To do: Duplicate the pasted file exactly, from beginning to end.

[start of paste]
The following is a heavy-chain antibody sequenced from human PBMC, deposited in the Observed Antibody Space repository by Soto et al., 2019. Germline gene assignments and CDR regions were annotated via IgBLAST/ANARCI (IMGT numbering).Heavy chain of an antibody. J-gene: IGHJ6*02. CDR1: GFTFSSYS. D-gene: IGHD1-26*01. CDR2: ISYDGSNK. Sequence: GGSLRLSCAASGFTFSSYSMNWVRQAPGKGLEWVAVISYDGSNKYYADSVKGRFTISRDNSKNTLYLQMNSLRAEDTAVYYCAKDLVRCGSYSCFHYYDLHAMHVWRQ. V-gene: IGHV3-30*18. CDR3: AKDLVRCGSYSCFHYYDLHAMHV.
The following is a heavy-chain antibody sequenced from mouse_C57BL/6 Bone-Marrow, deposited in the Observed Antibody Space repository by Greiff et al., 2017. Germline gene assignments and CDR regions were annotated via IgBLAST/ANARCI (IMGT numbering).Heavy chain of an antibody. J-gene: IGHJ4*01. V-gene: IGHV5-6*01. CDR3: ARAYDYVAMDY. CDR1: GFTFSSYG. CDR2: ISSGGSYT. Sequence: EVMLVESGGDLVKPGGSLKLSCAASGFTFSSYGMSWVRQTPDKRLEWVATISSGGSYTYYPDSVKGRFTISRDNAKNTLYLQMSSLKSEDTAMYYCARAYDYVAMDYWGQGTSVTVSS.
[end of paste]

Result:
The following is a heavy-chain antibody sequenced from human PBMC, deposited in the Observed Antibody Space repository by Soto et al., 2019. Germline gene assignments and CDR regions were annotated via IgBLAST/ANARCI (IMGT numbering).Heavy chain of an antibody. J-gene: IGHJ6*02. CDR1: GFTFSSYS. D-gene: IGHD1-26*01. CDR2: ISYDGSNK. Sequence: GGSLRLSCAASGFTFSSYSMNWVRQAPGKGLEWVAVISYDGSNKYYADSVKGRFTISRDNSKNTLYLQMNSLRAEDTAVYYCAKDLVRCGSYSCFHYYDLHAMHVWRQ. V-gene: IGHV3-30*18. CDR3: AKDLVRCGSYSCFHYYDLHAMHV.
The following is a heavy-chain antibody sequenced from mouse_C57BL/6 Bone-Marrow, deposited in the Observed Antibody Space repository by Greiff et al., 2017. Germline gene assignments and CDR regions were annotated via IgBLAST/ANARCI (IMGT numbering).Heavy chain of an antibody. J-gene: IGHJ4*01. V-gene: IGHV5-6*01. CDR3: ARAYDYVAMDY. CDR1: GFTFSSYG. CDR2: ISSGGSYT. Sequence: EVMLVESGGDLVKPGGSLKLSCAASGFTFSSYGMSWVRQTPDKRLEWVATISSGGSYTYYPDSVKGRFTISRDNAKNTLYLQMSSLKSEDTAMYYCARAYDYVAMDYWGQGTSVTVSS.